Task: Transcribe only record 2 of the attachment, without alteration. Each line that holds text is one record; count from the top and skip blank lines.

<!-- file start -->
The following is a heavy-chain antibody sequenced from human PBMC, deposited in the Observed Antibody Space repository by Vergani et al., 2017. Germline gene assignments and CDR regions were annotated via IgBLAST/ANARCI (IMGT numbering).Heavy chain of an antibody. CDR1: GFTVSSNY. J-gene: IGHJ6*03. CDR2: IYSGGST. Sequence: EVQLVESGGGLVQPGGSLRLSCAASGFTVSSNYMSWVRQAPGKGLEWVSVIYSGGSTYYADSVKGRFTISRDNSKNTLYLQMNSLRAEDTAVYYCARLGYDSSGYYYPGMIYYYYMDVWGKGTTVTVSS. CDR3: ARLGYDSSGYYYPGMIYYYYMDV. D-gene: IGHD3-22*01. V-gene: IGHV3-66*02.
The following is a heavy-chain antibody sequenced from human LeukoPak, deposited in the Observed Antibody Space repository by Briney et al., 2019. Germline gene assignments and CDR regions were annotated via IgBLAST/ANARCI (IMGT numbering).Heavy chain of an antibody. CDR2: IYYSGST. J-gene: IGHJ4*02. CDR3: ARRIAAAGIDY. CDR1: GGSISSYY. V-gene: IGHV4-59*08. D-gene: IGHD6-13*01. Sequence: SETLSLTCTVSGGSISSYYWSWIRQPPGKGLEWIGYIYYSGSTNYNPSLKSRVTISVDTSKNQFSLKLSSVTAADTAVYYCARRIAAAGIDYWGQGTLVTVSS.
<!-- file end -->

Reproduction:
The following is a heavy-chain antibody sequenced from human LeukoPak, deposited in the Observed Antibody Space repository by Briney et al., 2019. Germline gene assignments and CDR regions were annotated via IgBLAST/ANARCI (IMGT numbering).Heavy chain of an antibody. CDR2: IYYSGST. J-gene: IGHJ4*02. CDR3: ARRIAAAGIDY. CDR1: GGSISSYY. V-gene: IGHV4-59*08. D-gene: IGHD6-13*01. Sequence: SETLSLTCTVSGGSISSYYWSWIRQPPGKGLEWIGYIYYSGSTNYNPSLKSRVTISVDTSKNQFSLKLSSVTAADTAVYYCARRIAAAGIDYWGQGTLVTVSS.